In the last 20 years, how many top singles tennis players can you name that serve-and-volley? How many of the stars of the game utilize the slice for anything except as an occasional point-reset from the wings of the court? How many of these top players are playing doubles with any regularity?
The answer, unless you’re delusional, is nearly zero. The likes of Pete Sampras and Patrick Rafter were the last of the true serve-and-volleyers. Gone are the days when players such as John McEnroe managed to hold the #1 spot in singles for 170 weeks and 270 weeks in doubles, often concurrently.
On the women’s side, Martina Hingis’ retirement from the singles side, almost forced by the sheer slugging percentage of the Williams sisters, marked the last time a women’s player possessed all the shots and was able to win with finesse and cunning.
Tennis, for 20 years now, has been a game of big serving and brutally aggressive baseline rallying. To their credit, the number of professional players with top-shelf fitness has dramatically increased as well, and the overall depth of quality players has increased at every level, from the pros to college players and on down to juniors.
However, looking at many strong junior players coming up today, I can’t help but feel like their games have been left more incomplete than those that came before. Big serve? Check. Powerful dictation with the forehand, inside-out, inside-in? Check. Ability to grind massive baseline rallies? Check.
But beyond these key elements of the game, as it is played currently, there are weaknesses aplenty. How do you hit a western forehand off a low-sliding slice? How do you transition to the net without the ability to hit such a low-sliding ball to keep your opponent from pummeling a passing shot? How do you play doubles at all? These are the questions that come to my mind when I see many of today’s talented but incomplete junior players.
Part of my coaching philosophy is that players should have the full complement of tools to play any style of match. I grew up playing club tennis with men 20-30 years my senior who sliced and diced me into oblivion for a while, but I learned from them and I think there is still much to be learned from that style of play.
I played tons of doubles (and still do), which I find to have helpful crossover with singles play. Doubles teaches you the importance of positioning and balance. Doubles can also help you improve on return-of-serve and target your own serve for maximum effect. It is so rare to see a doubles draw in a junior tournament these days, and when there is one, it’s usually pitifully under-filled.
I played doubles with a promising young player recently, and to my surprise, although he had a massive serve, he didn’t follow it in a single time, even when I suggested it. If you’re a strong doubles player, you know this is full-on blasphemy.
Earlier this summer, I learned from a new player I was coaching that “she wasn’t good at doubles.” I asked her why she thought that and then I asked how much she plays doubles. “I’m not a good volleyer” and “I don’t really play doubles at all” were her answers. How can this be? This girl has aspirations to play college tennis and she is certainly talented enough. What are these players to do when they get the singles junior ranking they need to get into a college program, only to realize that doubles is an important part of tennis at the college level?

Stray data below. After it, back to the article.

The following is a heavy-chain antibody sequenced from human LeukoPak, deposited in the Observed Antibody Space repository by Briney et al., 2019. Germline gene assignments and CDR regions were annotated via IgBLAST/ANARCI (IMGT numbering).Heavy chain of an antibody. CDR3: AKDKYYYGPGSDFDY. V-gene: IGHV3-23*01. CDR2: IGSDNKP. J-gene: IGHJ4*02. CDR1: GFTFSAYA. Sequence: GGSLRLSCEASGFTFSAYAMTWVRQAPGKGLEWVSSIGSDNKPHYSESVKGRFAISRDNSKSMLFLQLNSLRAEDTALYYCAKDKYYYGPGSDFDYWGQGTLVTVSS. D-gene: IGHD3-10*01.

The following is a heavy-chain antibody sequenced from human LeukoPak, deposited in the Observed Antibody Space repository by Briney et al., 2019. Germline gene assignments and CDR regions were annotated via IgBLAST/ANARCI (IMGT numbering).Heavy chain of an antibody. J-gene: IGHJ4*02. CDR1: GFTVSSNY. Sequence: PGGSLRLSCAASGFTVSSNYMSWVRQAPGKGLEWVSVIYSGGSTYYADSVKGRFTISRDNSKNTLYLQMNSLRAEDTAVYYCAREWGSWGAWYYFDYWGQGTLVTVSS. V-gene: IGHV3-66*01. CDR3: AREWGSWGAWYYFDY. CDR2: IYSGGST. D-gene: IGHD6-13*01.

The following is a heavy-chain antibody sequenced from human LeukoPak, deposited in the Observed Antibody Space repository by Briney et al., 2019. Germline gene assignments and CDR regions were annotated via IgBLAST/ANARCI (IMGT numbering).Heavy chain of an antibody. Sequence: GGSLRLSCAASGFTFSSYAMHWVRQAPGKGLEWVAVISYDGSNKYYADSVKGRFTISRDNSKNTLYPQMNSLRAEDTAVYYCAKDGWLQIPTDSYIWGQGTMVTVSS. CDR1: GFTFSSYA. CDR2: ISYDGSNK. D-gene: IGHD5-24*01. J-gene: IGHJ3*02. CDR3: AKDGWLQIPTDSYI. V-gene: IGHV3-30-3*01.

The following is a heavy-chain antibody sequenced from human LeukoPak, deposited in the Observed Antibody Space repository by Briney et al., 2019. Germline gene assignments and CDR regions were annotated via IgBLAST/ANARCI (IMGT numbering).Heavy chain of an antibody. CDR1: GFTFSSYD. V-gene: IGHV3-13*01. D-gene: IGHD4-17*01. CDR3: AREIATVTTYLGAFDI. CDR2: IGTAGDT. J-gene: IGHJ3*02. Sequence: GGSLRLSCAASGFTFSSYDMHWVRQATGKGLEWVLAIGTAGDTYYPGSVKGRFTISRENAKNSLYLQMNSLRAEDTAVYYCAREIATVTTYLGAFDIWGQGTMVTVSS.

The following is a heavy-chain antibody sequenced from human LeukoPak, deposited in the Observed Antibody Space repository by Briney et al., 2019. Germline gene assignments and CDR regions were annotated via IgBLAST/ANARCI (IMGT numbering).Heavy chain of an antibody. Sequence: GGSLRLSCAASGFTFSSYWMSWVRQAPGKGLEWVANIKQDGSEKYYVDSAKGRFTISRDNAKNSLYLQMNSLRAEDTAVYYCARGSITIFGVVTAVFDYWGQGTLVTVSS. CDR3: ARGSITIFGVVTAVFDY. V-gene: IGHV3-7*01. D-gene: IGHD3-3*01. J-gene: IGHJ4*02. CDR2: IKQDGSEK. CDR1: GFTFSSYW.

Too much emphasis has been put on too few elements of tennis in recent years, and the result is incomplete players with weaknesses that can and will be exploited by those that possess the full arsenal of shots and a more complete knowledge of the game.
Today, we saw Serena Williams lose her shot at a calendar Grand Slam (winning all four majors in a single season). She was beaten by an unranked player with a slice backhand and a thoughtful game-plan. Earlier in the open, Novak Djokovic faced his toughest match of the tournament (so far) in Feliciano Lopez, who used his slice backhand and consistent trips to the net to put Djokovic out of rhythm and take away his fitness edge.
Roger Federer, coached by Stefan Edberg, has been increasingly using serve-and-volley to disrupt the typical baseline slugfests and today, I even saw him chip-and-charge a Wawrinka second-serve, to the bewilderment of his opponent. Wawrinka, left with very little time to set up a shot, dumped the first ball into the lower part of the net.
I believe that tennis has evolved and specialized itself to the point now where, those who still remember older styles of play are becoming so rare that they now hold the element of surprise and an extra card to play.
More dynamic and varied points are a lot more fun to watch and play, anyway. It’s time to follow the lead of some current pros, who have boldly reached back into previous eras to unleash now forgotten strategies and shots to devastating effect. And for the love of McEnroe, let’s get these kids playing doubles again! You gotta be kidding me!!!
Truer words have never been spoken, or written Trevor. Your thoughtful analysis of the state of tennis tactics is right on. We may not all be able to chip and charge a serve a la Roger Federer (SABR) but expanding our arsenal is definitely doable.
Too many young players and even talented college players have amazing baseline games but are woefully deficient from the service line in. Having the ability to navigate the middle of the court and finish off a point at the net can only make one’s baseline game that much more effective and quite frankly more enjoyable.
We may be a ways from the serve and volley days of old but working our way back “north” toward the net would be a major step in the right direction.
Keep up the good fight Trevor!
Thanks for the comments, Barbara! Good (and bad) to hear that this is, indeed, a problem at the college level. With the talent you are working with right now, you would certainly know!